For any micro-economy to flourish, it has to function within a larger economy. For the Syrian clothing retailers of Za’atari, that larger economy is Jordan's. But few Jordanians can access the Za’atari market directly, because it is a refugee camp and not governed by the same laws that apply to the Jordanian workforce. On the flip side, few Syrian refugees — required to have a work permit from the Ministry of Labour, which can be difficult to come by — can operate in the Jordanian market without some form of Jordanian backing.
“The trick of it is that some Jordanian has to profit,” says UNHCR’s Kleinschmidt. “It’s a symbiotic relationship.”
BoF went into Mafraq to try to identify a Jordanian retailer with Za’atari connections. It wasn’t difficult.
“Ah, I have a shop at Za’atari!” exclaimed Abu Ali, the owner of the first clothing shop we walked into. “Well, it’s secretly owned by me,” he clarified, asking us not to use his real name in order to keep this secret under wraps. Increased competition at Za’atari led to clashes between Jordanian Abu Ali and other Syrian store owners, so he tries to play down his involvement. But he’s still profiting.
Abu Ali’s is a double-layer business: he buys used clothing in bulk in Irbid and Amman, at a place called Al Rsaifeh that’s known as Jordan’s main used-clothing sales hub. The clothing is billed as having come from Germany and Belgium, but a closer look by BoF revealed a plethora of British brands like Jeffrey Rogers, Warehouse and Topshop. He sells some clothing at his shop in Mafraq, and whatever doesn’t sell quickly gets packed into clear plastic bags and sent into Za’atari in a car with a permit to enter and exit the camp.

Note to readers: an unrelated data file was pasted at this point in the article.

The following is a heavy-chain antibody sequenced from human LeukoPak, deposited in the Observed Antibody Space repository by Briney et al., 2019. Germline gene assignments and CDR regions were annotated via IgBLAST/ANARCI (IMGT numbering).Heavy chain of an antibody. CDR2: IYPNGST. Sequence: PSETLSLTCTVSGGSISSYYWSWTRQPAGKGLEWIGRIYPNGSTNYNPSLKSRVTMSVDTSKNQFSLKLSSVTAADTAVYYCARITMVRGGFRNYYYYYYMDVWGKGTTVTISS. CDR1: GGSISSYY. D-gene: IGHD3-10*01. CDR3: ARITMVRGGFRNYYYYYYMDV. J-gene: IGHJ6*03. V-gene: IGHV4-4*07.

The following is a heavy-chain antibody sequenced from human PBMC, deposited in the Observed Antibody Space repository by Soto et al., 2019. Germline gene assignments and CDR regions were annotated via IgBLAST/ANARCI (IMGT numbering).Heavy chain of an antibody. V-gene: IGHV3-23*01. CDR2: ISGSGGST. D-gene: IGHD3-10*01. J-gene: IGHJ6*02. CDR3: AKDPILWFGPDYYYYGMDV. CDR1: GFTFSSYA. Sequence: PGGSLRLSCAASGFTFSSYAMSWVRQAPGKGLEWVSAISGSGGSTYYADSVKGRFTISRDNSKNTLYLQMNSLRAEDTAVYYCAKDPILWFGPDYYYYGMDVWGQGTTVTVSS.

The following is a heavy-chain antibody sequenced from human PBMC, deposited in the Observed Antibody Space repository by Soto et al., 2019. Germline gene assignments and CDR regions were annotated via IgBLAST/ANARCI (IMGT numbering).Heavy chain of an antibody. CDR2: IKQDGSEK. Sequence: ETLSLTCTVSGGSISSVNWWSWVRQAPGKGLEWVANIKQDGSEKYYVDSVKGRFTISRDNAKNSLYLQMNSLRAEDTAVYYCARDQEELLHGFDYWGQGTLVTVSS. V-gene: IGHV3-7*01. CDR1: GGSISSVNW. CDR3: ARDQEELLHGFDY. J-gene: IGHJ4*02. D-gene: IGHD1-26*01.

The trick of it, Abu Ali says, is to choose a good contact inside the camp. “You need your Za’atari employee to be smart and connected. They need to know the product and the market.”
In some ways, Za’atari is an entrepreneur’s dream: “There are no rules, no regulations, no government, no police.” Factor in the lack of overhead and it’s almost pure profit — for now.
But back at Za’atari, Kleinschmidt reveals that the camp’s wild west days are set to come to an end. UNHCR’s current electricity bill, in the neighbourhood of $500,000 per month, is unsustainable. The informal electricity connections are also unsafe. UNHCR will soon introduce electricity boxes that will replace the spaghetti connections to power mains. These boxes will limit the amount of energy shops can steal and measure the electricity they will have to pay for. It’s an enormous step in the camp’s evolution from emergency mode to development mode, Kleinschmidt says. “Through electricity we are bringing in governance.”
It’s unlikely that the introduction of electricity meters will make a significant difference to the Za’atari marketplace, however. Stylish shoes, skinny jeans, dark-coloured t-shirts and wedding dresses are flying off the shelves. People are beginning to rebuild their lives out here in the desert, however temporarily, and, for the time being, profits are being made.